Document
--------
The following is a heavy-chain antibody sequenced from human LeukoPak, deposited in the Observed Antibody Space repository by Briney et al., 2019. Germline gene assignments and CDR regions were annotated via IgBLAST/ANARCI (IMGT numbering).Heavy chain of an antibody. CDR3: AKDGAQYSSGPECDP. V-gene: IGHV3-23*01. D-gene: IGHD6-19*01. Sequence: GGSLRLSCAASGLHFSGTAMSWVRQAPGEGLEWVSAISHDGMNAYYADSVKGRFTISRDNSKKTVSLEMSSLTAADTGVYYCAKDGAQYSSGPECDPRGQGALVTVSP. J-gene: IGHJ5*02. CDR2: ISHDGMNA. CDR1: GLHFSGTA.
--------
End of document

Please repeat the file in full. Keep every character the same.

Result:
The following is a heavy-chain antibody sequenced from human LeukoPak, deposited in the Observed Antibody Space repository by Briney et al., 2019. Germline gene assignments and CDR regions were annotated via IgBLAST/ANARCI (IMGT numbering).Heavy chain of an antibody. CDR3: AKDGAQYSSGPECDP. V-gene: IGHV3-23*01. D-gene: IGHD6-19*01. Sequence: GGSLRLSCAASGLHFSGTAMSWVRQAPGEGLEWVSAISHDGMNAYYADSVKGRFTISRDNSKKTVSLEMSSLTAADTGVYYCAKDGAQYSSGPECDPRGQGALVTVSP. J-gene: IGHJ5*02. CDR2: ISHDGMNA. CDR1: GLHFSGTA.